The Clayborne Research Group is involved in a variety of research endeavors using computational approaches at Howard University. We are one of two new research groups, please visit Prof. Cummings’ research page here. The main goal of the research in the Clayborne group is to develop materials of technological importance. To learn more about our research please read some of the research interest below and view the publication page for our recent works.
Chemical and Physical Properties of Organometallic Nanoparticles
Organometallic Nanoparticles provide an intermediate state between molecular and bulk phases of matter. Subsequently, the properties can be strikingly different from both molecular and bulk systems. Adding to their intrigue is the ease at which their inorganic metallic core can be functionalized with organic or metal-organic ligands. Organometallic nanoclusters are gaining a great deal of interest due to the synthesis control over the core and ligand composition and subsequent properties. This along with their (sub)nanometer size, has promoted their exploration as components of nanoelectronics, biosensing schemes, photochemical applications, and as electrocatalysts. Understanding these systems can lead to advances in photochemical, electrochemical, and environmental technologies.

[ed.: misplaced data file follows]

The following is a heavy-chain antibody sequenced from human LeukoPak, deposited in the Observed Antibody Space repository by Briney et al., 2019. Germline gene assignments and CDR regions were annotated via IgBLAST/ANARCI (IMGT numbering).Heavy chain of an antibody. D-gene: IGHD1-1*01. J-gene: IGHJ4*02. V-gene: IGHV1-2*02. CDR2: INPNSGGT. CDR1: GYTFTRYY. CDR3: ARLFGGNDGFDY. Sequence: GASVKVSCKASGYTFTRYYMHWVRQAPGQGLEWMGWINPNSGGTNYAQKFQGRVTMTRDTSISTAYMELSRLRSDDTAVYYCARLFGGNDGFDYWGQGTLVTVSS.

Our group carries out computational investigations into the chemical and physical properties of a series of organometallic nanoparticles. We probe photodynamic and electronic properties, nanoparticle formation and dissociation, and the properties of their assemblies. Often we try to correlate our results to experimental observations through collaborative efforts.
Recent Publication: X. Gao, S. He, C. Zhang, C. Du, X. Chen, A. Clayborne, W. Chen “Single Crystal Sub-Nanometer Sized Cu6(SR)6– Clusters: Structure, Photophysical Properties, and Electrochemical Sensing” Advanced Science 3, 12 (2016) doi: 10.1002/advs.201600126
Modeling Electrochemical and Heterogeneous catalysis
Catalysis is key in a variety of industrial, biological, and technological fields. Being able to predict and design materials that can outperform previous surfaces and devices is critical for improving catalytic technologies. At the core of developing future materials, one must understand not only the reaction networks, but also the role of electronic structure and morphology of the components involved. We are interested in understanding the precise mechanistic details of catalytic reduction and oxidation reactions, and aim to develop and predict novel catalysts (i.e. – surfaces, clusters, nanoparticles, and inorganic-organic hybrid materials) using a combination of computational approaches including density functional theory, molecular dynamics, and Monte Carlo methods.
Recent Publication: H-J. Chun, V. Apaja, A. Clayborne, K. Honkala, J. Greely “Atomistic Insights into Nitrogen-Cycle Electrochemistry: a Combined DFT and kinetic Monte Carlo Analysis of NO Electrochemical Reduction on Pt(100)” ACS Catalysis 7, pp 3869–3882 (2017) DOI: 10.1021/acscatal.7b00547